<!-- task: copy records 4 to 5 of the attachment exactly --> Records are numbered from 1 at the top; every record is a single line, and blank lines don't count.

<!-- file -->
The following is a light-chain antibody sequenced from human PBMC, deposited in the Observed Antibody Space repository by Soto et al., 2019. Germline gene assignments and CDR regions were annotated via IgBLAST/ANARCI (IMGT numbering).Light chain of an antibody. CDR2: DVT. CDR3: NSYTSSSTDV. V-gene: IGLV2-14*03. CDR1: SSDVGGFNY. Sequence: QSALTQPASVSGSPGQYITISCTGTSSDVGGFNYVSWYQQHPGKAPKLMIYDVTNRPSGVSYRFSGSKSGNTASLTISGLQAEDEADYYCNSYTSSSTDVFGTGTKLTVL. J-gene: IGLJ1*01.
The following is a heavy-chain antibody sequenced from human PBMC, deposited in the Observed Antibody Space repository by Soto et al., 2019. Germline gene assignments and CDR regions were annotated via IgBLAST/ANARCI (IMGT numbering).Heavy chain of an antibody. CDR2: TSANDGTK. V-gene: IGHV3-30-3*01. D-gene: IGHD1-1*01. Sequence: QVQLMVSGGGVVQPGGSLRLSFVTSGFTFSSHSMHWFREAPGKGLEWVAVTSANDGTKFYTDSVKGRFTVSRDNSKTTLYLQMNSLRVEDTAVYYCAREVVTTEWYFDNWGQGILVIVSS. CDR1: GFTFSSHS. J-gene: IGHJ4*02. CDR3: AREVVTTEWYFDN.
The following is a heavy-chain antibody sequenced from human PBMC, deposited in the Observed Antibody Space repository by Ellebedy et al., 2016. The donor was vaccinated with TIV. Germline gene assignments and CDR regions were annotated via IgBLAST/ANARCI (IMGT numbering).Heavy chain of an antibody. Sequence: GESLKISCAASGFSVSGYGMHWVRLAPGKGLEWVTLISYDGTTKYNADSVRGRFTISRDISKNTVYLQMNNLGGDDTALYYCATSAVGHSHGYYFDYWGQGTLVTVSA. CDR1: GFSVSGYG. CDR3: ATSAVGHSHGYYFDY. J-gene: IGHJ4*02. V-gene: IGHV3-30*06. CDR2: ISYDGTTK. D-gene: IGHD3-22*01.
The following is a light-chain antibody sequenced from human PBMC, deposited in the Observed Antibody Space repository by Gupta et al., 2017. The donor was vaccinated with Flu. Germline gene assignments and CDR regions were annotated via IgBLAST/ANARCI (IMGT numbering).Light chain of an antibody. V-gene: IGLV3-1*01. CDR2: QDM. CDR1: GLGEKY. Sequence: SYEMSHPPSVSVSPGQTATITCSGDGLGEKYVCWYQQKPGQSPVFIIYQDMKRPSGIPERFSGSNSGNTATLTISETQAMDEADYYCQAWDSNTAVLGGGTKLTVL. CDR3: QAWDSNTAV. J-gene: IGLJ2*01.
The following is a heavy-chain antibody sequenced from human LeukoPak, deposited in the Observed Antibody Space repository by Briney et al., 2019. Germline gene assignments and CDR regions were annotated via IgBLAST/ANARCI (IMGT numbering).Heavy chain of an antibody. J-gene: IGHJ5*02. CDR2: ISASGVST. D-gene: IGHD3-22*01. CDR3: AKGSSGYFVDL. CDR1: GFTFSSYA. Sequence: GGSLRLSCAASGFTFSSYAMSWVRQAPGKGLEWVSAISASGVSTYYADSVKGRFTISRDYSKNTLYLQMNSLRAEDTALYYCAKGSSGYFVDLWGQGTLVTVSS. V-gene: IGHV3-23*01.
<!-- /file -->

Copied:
The following is a light-chain antibody sequenced from human PBMC, deposited in the Observed Antibody Space repository by Gupta et al., 2017. The donor was vaccinated with Flu. Germline gene assignments and CDR regions were annotated via IgBLAST/ANARCI (IMGT numbering).Light chain of an antibody. V-gene: IGLV3-1*01. CDR2: QDM. CDR1: GLGEKY. Sequence: SYEMSHPPSVSVSPGQTATITCSGDGLGEKYVCWYQQKPGQSPVFIIYQDMKRPSGIPERFSGSNSGNTATLTISETQAMDEADYYCQAWDSNTAVLGGGTKLTVL. CDR3: QAWDSNTAV. J-gene: IGLJ2*01.
The following is a heavy-chain antibody sequenced from human LeukoPak, deposited in the Observed Antibody Space repository by Briney et al., 2019. Germline gene assignments and CDR regions were annotated via IgBLAST/ANARCI (IMGT numbering).Heavy chain of an antibody. J-gene: IGHJ5*02. CDR2: ISASGVST. D-gene: IGHD3-22*01. CDR3: AKGSSGYFVDL. CDR1: GFTFSSYA. Sequence: GGSLRLSCAASGFTFSSYAMSWVRQAPGKGLEWVSAISASGVSTYYADSVKGRFTISRDYSKNTLYLQMNSLRAEDTALYYCAKGSSGYFVDLWGQGTLVTVSS. V-gene: IGHV3-23*01.